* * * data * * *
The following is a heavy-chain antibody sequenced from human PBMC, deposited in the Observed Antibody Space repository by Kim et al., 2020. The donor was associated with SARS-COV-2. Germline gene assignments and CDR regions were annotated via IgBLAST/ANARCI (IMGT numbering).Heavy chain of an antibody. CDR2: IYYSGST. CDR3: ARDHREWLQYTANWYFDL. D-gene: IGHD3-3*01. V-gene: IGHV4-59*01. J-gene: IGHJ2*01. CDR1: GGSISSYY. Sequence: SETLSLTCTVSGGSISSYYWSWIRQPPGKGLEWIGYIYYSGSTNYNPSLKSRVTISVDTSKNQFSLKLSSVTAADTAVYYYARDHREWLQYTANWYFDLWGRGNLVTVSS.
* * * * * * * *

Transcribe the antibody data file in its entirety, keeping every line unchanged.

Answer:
The following is a heavy-chain antibody sequenced from human PBMC, deposited in the Observed Antibody Space repository by Kim et al., 2020. The donor was associated with SARS-COV-2. Germline gene assignments and CDR regions were annotated via IgBLAST/ANARCI (IMGT numbering).Heavy chain of an antibody. CDR2: IYYSGST. CDR3: ARDHREWLQYTANWYFDL. D-gene: IGHD3-3*01. V-gene: IGHV4-59*01. J-gene: IGHJ2*01. CDR1: GGSISSYY. Sequence: SETLSLTCTVSGGSISSYYWSWIRQPPGKGLEWIGYIYYSGSTNYNPSLKSRVTISVDTSKNQFSLKLSSVTAADTAVYYYARDHREWLQYTANWYFDLWGRGNLVTVSS.